Information contained in this publication is intended for informational purposes only and does not constitute legal advice or opinion, nor is it a substitute for the professional judgment of an attorney.
A bipartisan bill introduced on May 21, 2019 in the U.S. Senate seeks to prepare America’s employers and workers for the 21st century economy by establishing a national Artificial Intelligence (AI) strategy and investing $2.2 billion in new AI research centers. The Artificial Intelligence Initiative Act (AI-IA) (S. 1558) resembles the national AI initiatives that nearly every other global economic power—including China, Japan, and most recently Germany—have launched during the past four years.
The AI-IA is sponsored by a bipartisan trio of senators: Martin Heinrich (D-NM), Rob Portman (R-OH), and Brian Schatz (D-HI). The mission of the AI-IA-proposed initiative includes a heavy focus on ensuring the competitiveness of American employers and workers as the global economy is transformed by AI. The AI-IA seeks to:
support the development of a workforce pipeline for science and technology with respect to artificial intelligence by making strategic investments to—
(A) expand the number of researchers, educators, and students with training in science and technology related to artificial intelligence;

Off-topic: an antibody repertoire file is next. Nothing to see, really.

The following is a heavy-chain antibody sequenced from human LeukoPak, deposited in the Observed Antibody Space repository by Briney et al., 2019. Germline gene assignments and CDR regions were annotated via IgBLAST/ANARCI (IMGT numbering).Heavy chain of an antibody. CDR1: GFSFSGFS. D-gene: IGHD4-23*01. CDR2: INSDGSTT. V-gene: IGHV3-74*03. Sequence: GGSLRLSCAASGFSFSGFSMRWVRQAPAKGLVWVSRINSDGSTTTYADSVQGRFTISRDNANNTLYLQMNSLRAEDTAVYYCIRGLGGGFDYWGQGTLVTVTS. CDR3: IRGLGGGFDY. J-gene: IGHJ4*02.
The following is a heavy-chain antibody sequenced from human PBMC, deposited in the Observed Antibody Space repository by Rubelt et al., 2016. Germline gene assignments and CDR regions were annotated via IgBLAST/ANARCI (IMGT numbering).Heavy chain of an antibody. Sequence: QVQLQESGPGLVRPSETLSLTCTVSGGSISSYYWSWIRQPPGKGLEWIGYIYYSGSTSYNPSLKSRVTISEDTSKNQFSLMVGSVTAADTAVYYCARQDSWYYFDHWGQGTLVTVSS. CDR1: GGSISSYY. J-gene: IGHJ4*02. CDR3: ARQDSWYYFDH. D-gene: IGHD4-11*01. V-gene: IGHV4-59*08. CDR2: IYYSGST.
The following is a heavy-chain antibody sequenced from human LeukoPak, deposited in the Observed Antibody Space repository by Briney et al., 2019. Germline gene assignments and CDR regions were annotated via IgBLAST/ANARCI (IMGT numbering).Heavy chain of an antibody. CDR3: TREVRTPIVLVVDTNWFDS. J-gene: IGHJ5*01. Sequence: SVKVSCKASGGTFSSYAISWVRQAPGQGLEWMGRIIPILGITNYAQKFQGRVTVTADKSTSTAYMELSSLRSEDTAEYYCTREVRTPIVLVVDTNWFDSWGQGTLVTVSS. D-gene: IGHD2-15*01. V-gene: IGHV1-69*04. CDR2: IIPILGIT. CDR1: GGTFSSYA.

(B) increase the number of skilled and trained workers from underrepresented communities who can contribute to the development of artificial intelligence and artificial intelligence technology, diversify the artificial intelligence workforce, and expand the artificial intelligence workforce pipeline;
(C) promote the development and inclusion of multidisciplinary curricula and research opportunities for science and engineering with respect to artificial intelligence, including advanced technological education, during the primary, secondary, undergraduate, graduate, postdoctoral, adult learning, and career retraining stages of education; and
(D) equip workers with the knowledge and skill sets required to operate effectively in occupations and workplaces that will be increasingly influenced by artificial intelligence.
To achieve these goals, the AI-IA proposes establishing three new bodies with interlocking missions to help advance the Initiative’s objectives: an Interagency Committee on Artificial Intelligence; a National Artificial Intelligence Advisory Committee; and a National Artificial Intelligence Coordination Office.
The Interagency Committee would be composed of the heads of over a dozen federal agencies and departments involved in the development or public application of AI. The Interagency Committee’s mission would be to coordinate federal agency activity relating to research and education on AI and to “establish objectives and priorities for the Initiative . . . based on identified knowledge and workforce gaps and other national needs.”
The Advisory Committee, which would be established by the Director of the National Science Foundation, would consist of individuals who “shall collectively have expertise on a wide range of defense and non-defense artificial intelligence matters.” The Advisory Committee’s purpose would be to advise the Interagency Committee, both in terms of providing information on the state of the art and in advancing the Initiative’s mission. The Coordination Office, in turn, would provide technical and administrative support to the Advisory Committee, and coordinate the Initiative’s efforts with AI development work occurring at the state level, in academia, and in the private sector.